(06-25-2017 11:50 AM)pier4r Wrote:  Going through the algorithm for #34 . The idea is to feed one value at time (without arranging optimally the list in input beforehand, also, shuffle it a bit to be sure it is messy) and perform insertions in a balanced search binary tree (that has to keep the balancing).

Pier, you are an artist as well as a calculator enthusiast! You're also way ahead of me in the challenges as I have fallen behind while, uhm, working on other things.

Here's a couple submissions for #14 and #15, which I opted to do with only the built-in commands. I assumed (perhaps wrongly) that the list wouldn't begin or end with the sentinel (0). They're almost identical, but I suppose that's to be expected:
Code:
Ch14 \<<   0 DUP   \-> list base num   \<<     @ determine the maximum digit in the list     list \<< MAX \>> STREAM     @ add 1 for the selected base     1 + 'base' STO     @ convert the list digits to integers in base 10     list     1     \<<       IF DUP THEN       @ if the current digit isn't 0, then...         num base * +    @ multiply current num by base and add new digit       ELSE              @ else the digit is the separator (0)         num SWAP        @ place current num on stack and reset running total to 0       END       'num' STO         @ save the updated num     \>>     DOSUBS              @ process the list     @ subtract the second number from the first     EVAL num -     @ obtain the sign and ABS of the difference     DUP SIGN SWAP ABS     @ digit counter, for later grouping into final list     0     @ put the difference in SL1     SWAP     @ convert number to digits     WHILE             @ do while the running result > 0       DUP     REPEAT       10 IDIV2        @ determine quotient (SL2) and remainder (SL1)       ROT 1 + ROT     @ update digit counter and move current digit into place     END     DROP              @ drop the remaining quotient (0)     \->LIST REVLIST   @ put resulting digits into a list and reverse them     *                 @ apply sign   \>> \>> Ch15 \<<   0 DUP   \-> list base num   \<<     @ determine the maximum digit in the list     list \<< MAX \>> STREAM     @ add 1 for the selected base     1 + 'base' STO     @ convert the digits to integers in base 10     list     1     \<<       IF DUP THEN       @ if the current digit isn't 0, then...         num base * +    @ multiply current num by base and add new digit       ELSE              @ else the digit is the separator (0)         num SWAP        @ place current num on stack and reset running total to 0       END       'num' STO         @ save the updated num     \>>     DOSUBS              @ process the list     @ add the second number to the first     EVAL num +     @ obtain the sign and ABS of the difference     DUP SIGN SWAP ABS     @ digit counter, for later grouping into final list     0     @ put the difference in SL1     SWAP     @ convert number to digits     WHILE             @ do while the running result > 0       DUP     REPEAT       base IDIV2      @ determine quotient (SL2) and remainder (SL1)       ROT 1 + ROT     @ update digit counter and move current digit into place     END     DROP              @ drop the remaining quotient (0)     \->LIST REVLIST   @ put resulting digits into a list and reverse them     *                 @ apply sign   \>> \>>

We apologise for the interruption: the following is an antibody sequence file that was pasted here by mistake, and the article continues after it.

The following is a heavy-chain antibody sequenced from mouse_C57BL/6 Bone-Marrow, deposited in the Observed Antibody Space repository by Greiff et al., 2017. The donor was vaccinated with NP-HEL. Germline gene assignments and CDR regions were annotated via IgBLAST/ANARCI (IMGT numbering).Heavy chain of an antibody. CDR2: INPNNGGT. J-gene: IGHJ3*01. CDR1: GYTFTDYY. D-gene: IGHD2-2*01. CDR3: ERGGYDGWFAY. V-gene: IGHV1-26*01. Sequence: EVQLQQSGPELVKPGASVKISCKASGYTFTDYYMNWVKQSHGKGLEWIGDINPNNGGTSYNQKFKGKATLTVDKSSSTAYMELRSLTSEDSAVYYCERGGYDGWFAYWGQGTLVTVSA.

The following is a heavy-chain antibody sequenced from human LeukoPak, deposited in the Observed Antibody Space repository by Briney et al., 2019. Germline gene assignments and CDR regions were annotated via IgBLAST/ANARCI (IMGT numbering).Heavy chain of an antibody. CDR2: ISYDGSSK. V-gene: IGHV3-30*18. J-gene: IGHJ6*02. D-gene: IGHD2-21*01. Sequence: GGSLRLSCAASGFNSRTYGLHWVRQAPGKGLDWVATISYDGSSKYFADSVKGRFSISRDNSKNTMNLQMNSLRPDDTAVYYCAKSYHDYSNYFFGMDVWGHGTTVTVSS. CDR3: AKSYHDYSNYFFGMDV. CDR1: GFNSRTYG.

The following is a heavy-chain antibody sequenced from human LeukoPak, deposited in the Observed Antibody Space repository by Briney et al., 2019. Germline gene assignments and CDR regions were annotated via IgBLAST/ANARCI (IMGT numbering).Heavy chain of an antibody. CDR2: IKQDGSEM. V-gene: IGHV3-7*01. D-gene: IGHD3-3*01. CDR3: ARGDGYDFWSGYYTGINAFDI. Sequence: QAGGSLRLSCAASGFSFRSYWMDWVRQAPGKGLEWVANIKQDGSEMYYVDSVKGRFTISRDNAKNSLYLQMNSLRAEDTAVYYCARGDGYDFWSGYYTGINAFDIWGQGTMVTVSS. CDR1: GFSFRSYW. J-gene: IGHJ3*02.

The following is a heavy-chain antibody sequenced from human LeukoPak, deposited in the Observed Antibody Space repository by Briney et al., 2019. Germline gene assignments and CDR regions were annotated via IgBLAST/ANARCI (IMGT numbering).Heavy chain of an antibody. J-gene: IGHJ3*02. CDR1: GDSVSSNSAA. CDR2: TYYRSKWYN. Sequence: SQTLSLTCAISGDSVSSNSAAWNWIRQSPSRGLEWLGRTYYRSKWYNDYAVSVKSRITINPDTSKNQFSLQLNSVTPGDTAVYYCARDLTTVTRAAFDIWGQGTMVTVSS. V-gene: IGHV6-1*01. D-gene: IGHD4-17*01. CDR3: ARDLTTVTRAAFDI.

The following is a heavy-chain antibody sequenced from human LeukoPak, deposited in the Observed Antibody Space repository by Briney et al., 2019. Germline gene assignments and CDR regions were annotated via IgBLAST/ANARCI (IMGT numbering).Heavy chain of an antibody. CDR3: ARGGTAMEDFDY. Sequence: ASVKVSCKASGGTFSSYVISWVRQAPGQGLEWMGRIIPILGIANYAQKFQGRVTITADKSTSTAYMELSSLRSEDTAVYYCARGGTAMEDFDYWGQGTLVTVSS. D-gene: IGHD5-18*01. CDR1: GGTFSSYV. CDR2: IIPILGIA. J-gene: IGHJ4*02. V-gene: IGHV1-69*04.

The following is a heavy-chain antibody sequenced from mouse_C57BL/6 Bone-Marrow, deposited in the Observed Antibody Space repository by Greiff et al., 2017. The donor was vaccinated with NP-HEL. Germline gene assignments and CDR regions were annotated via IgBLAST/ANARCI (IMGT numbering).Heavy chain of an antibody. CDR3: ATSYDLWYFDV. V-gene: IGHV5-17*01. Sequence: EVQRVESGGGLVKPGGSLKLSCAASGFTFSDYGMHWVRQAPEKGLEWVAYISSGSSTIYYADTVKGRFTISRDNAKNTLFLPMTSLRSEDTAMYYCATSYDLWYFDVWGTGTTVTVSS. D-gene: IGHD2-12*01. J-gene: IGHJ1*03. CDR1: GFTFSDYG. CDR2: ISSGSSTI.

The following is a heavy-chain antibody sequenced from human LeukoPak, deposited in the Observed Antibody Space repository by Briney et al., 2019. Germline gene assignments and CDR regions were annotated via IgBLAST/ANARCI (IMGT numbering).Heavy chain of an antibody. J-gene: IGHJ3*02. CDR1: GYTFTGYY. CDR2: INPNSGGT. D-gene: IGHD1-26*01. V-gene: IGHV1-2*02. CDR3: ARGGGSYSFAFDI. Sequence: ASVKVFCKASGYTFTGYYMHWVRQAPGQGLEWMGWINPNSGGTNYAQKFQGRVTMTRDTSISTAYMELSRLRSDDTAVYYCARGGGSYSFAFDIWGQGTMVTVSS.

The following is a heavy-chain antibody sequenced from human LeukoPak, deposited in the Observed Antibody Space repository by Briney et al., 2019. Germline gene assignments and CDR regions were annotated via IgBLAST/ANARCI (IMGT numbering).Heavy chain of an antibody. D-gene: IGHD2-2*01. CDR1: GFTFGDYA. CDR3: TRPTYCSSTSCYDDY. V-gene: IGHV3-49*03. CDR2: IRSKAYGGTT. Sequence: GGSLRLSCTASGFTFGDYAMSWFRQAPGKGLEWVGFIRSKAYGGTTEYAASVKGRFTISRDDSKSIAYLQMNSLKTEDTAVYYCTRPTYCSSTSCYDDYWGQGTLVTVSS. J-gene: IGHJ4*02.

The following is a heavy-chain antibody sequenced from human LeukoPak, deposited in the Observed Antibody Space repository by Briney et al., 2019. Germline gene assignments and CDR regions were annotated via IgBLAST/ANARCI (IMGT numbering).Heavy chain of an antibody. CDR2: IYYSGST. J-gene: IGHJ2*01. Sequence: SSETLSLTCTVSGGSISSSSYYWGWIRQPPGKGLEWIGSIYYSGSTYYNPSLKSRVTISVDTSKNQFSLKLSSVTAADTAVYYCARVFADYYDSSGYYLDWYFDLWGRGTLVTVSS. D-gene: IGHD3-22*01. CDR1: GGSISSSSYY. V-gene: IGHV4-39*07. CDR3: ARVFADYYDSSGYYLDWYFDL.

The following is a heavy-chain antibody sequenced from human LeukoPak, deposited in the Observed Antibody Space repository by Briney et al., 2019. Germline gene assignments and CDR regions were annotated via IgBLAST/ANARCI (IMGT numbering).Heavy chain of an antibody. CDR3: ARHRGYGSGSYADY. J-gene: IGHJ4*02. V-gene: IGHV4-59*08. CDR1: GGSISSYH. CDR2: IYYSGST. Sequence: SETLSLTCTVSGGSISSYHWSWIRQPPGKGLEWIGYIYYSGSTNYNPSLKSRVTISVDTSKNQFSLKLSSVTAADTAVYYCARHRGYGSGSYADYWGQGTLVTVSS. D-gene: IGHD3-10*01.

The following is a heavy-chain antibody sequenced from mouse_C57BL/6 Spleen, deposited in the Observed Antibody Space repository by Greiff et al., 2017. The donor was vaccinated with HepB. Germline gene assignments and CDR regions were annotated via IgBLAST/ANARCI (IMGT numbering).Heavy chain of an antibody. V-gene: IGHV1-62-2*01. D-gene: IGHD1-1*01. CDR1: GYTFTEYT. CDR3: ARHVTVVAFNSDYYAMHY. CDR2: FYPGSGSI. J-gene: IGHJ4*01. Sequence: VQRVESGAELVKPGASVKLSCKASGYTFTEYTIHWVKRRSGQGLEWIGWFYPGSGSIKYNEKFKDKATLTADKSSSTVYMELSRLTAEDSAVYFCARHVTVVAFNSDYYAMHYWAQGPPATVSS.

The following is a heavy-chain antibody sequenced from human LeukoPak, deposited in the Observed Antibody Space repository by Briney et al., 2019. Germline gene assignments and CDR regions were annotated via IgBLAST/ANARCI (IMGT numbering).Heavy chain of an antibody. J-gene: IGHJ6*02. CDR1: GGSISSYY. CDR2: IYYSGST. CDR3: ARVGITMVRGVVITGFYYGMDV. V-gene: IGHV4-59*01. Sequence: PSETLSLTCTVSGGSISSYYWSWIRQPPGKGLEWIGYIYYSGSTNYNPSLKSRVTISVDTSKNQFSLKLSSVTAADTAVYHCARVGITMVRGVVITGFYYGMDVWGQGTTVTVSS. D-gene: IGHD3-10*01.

You may already be aware of this, and I couldn't remember if this has already been mentioned: the first example for #15 appears to have an incorrect result. Shouldn't it be 201 (base 4) instead of 111?

#16 has three parts, and I wasn't about to skip using my newfangled DOPERM command for these:
Code:
C1601 \<<   @ given list defined in problem description   { 0 8 8 2 }   @ convert to list of characters   48 ADD CHR   @ size of list (needed by DOPERM)   DUP SIZE   @ execute for each permutation   \<<     @ convert character list to string, then convert string to number     SL\->S STR\->     @ determine if it is a multiple of 117     DUP 117 MOD     @ drop the result if it is not a multiple of 117     NOT NOT DROPN   \>>   DOPERM   @ remove duplicates   LDDUP \>> C1602 \<<   @ given list defined in problem description   { 1 3 4 }   @ convert to list of characters   48 ADD CHR   @ size of list (needed by DOPERM)   DUP SIZE   @ execute for each permutation   \<<     @ convert character list to string, then convert string to number     SL\->S STR\->     @ is the current number a prime?     DUP ISPRIME?     @ if not, drop it     NOT DROPN   \>>   DOPERM   @ remove duplicates (not strictly needed for the given argument, but good to have)   LDDUP \>> C1603 \<<   @ given list defined in problem description   { 6 4 0 9 }   @ convert to list of characters   48 ADD CHR   @ size of list (needed by DOPERM)   DUP SIZE   @ execute for each permutation   \<<     @ convert character list to string, then convert string to number     SL\->S STR\->     @ find cube root of the current number     DUP 3 XROOT \->NUM     @ if the cube root is an integer, then...     IF DUP FP 0 == THEN       @ convert it to an exact number and place in a list with the permutation       R\->I 2 \->LIST     ELSE       @ not an integer, drop both the permutation and the cube root       DROP DROP     END   \>>   DOPERM \>>